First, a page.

Personally, I rather enjoyed the plot. Other reviews I've read have called it cliched, but as long as a cliche is done well it's still entertaining from my point of view. Look how many books have borrowed the basic fantasy template from The Lord of the Rings - many of them are good in their own right and shouldn't just be dimissed because they got the idea of orcs from Mr Tolkien. There were several twist in the game that kept me interested and wanting to know what happens next. Plus the fact that there is such a fast turnover of characters makes you play on a bit longer to see who will join up with the party next.

One area that really lets this game down is the rushed localisation - there are many grammatical mistakes, sentences that stop half way and examples of "Engrish" throughout the game. For example when you level up and gain a new skill, you're faced with something like "Mile has Demon Flash mastered!". However, despite all this I still enjoyed the story, and when localisation was working well it was actually quite entertaining and witty. A bit more quality control would have been nice.

Game Mechanics - 6 out of 10

If you're familiar with the two Lunar games on the PlayStation, you'll already feel quite at home with the mechanics of Legend of Heroes. It uses the turn based format that so many others have used with one main difference - the distance you are from your target makes a difference. For example, if you choose to attack an ememy all the way accross the screen and your character is holding a sword, he won't have enough strength to get there and will most likely stop halfway across the screen. If he is a magic user or is armed with a bow, his reach is increasesignificantlyly. This brings some basic tactics into the gameplay - it is often better to defend and let the enemy come to you for example, than it is to get halfway across the screen and get spanked as a result.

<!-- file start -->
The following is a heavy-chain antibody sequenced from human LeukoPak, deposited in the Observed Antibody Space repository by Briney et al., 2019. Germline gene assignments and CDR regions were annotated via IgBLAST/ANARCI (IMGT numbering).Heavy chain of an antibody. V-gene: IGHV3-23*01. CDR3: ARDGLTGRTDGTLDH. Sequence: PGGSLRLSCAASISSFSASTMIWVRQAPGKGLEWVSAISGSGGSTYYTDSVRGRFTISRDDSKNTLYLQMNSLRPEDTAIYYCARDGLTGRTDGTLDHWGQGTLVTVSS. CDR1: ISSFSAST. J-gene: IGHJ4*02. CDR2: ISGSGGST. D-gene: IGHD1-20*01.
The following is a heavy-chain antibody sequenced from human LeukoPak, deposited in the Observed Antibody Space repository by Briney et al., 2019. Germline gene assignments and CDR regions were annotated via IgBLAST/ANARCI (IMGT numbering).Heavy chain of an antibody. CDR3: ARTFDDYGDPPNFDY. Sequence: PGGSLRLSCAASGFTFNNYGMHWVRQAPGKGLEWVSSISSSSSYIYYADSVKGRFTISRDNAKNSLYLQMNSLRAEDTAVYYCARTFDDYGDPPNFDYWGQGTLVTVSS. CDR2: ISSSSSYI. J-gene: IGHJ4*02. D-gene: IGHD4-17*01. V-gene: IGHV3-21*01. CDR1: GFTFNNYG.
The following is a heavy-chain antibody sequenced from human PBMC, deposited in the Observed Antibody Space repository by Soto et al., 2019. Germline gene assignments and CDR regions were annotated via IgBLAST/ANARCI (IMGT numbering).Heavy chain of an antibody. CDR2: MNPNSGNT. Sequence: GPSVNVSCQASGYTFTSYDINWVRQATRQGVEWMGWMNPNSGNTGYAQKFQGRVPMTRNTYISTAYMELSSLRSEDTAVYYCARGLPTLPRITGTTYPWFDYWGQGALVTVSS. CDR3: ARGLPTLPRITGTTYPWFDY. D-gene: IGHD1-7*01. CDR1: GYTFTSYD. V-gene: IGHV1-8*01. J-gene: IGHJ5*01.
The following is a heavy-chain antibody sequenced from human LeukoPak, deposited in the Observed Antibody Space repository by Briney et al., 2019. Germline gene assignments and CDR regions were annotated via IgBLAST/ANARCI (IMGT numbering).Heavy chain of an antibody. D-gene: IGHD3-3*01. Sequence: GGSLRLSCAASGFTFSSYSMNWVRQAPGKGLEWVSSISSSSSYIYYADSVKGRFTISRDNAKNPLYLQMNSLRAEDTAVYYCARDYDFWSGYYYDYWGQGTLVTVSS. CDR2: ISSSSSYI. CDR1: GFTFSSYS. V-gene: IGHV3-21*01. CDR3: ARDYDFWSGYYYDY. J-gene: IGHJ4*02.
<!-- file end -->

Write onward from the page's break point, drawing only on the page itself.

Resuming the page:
Battles aren't random in Legend of Heroes, you can see the enemies wandering around on the map. Early in the game you also get a pet, either a rabbit, a cat, or a dog, and if you feed it and pet it, it will find beneficial items for you during your exploration. This did tend to make things a bit easy, as I never had to buy healing items because my dog was constantly supplying me with them. If you are mean to your pet, it goes beserk and sets loose all manner of whoopass on your foes. So either way, you get something out of the partnership, and there's no sign of an in game version of the RSPCA to haul you off to prison for virtual animal cruelty.

So really the mechanics are pretty much like every other aspect of this game - solid, but nothing new or especially remarkable.

Innovation and Cleverness - 3 out of 10

Now I'm going to give Legend of Heroes a few points here for being the first proper RPG on the PSP. Granted, we now have quite a few to choose from but this game got the first and helped fill a niche during the early days of the console. Apart from that, there really isn't anything particularly innovative about the game. I like the way that it's just one part of a bigger, six part story but even that idea has been used before and it's not as if any of the other games in the series have been released in the west anyway (and nor are they likely to be). I've already compared the game to the classic Lunar series, and ironically it does a far better job of capturing the spirit of that series than the official sequel Lunar Dragon Song for the DS, in which the innovation was actually detrimental to the game. I mean, you lost health if you decided to run, even in towns, for god's sake!

Value and Replayability - 6 out of 10

Although the game doesn't actually keep count of how long you've been playing unlike many others, I'd have to say it took me about 30 hours on and off to finish Legend of Heroes. This might not sound very long especially compared to the recently reviewed Dragon Quest 8, but for a handheld game it's actually very substantial.

Of course, being a console RPG the games is really very linear in nature. There isn't even much in the way of sidequests either, and I don't really think the story is really strong enough to warrant playing through again. It's one of those games which is entertaining at the time, but probably won't be remembered very much about a year down the line.

Overall - 6 out of 10